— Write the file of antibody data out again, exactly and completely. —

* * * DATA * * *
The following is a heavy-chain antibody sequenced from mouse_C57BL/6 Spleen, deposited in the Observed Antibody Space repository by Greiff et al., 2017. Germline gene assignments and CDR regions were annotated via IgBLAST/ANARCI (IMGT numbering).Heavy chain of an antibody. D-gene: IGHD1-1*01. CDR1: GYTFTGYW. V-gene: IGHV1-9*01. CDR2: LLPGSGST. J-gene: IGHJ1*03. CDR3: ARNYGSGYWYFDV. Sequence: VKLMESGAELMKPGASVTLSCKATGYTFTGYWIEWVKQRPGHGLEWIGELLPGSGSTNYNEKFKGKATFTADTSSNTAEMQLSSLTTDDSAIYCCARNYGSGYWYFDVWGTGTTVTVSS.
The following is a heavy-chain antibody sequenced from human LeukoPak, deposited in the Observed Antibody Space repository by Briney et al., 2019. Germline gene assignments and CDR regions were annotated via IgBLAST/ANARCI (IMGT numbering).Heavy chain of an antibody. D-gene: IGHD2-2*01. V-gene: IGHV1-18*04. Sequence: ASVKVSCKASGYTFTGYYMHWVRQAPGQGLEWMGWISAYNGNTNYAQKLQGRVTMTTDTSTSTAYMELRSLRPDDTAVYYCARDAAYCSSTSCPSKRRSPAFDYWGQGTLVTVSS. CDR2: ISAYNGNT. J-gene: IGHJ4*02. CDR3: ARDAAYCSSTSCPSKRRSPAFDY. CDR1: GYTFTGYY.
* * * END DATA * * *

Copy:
The following is a heavy-chain antibody sequenced from mouse_C57BL/6 Spleen, deposited in the Observed Antibody Space repository by Greiff et al., 2017. Germline gene assignments and CDR regions were annotated via IgBLAST/ANARCI (IMGT numbering).Heavy chain of an antibody. D-gene: IGHD1-1*01. CDR1: GYTFTGYW. V-gene: IGHV1-9*01. CDR2: LLPGSGST. J-gene: IGHJ1*03. CDR3: ARNYGSGYWYFDV. Sequence: VKLMESGAELMKPGASVTLSCKATGYTFTGYWIEWVKQRPGHGLEWIGELLPGSGSTNYNEKFKGKATFTADTSSNTAEMQLSSLTTDDSAIYCCARNYGSGYWYFDVWGTGTTVTVSS.
The following is a heavy-chain antibody sequenced from human LeukoPak, deposited in the Observed Antibody Space repository by Briney et al., 2019. Germline gene assignments and CDR regions were annotated via IgBLAST/ANARCI (IMGT numbering).Heavy chain of an antibody. D-gene: IGHD2-2*01. V-gene: IGHV1-18*04. Sequence: ASVKVSCKASGYTFTGYYMHWVRQAPGQGLEWMGWISAYNGNTNYAQKLQGRVTMTTDTSTSTAYMELRSLRPDDTAVYYCARDAAYCSSTSCPSKRRSPAFDYWGQGTLVTVSS. CDR2: ISAYNGNT. J-gene: IGHJ4*02. CDR3: ARDAAYCSSTSCPSKRRSPAFDY. CDR1: GYTFTGYY.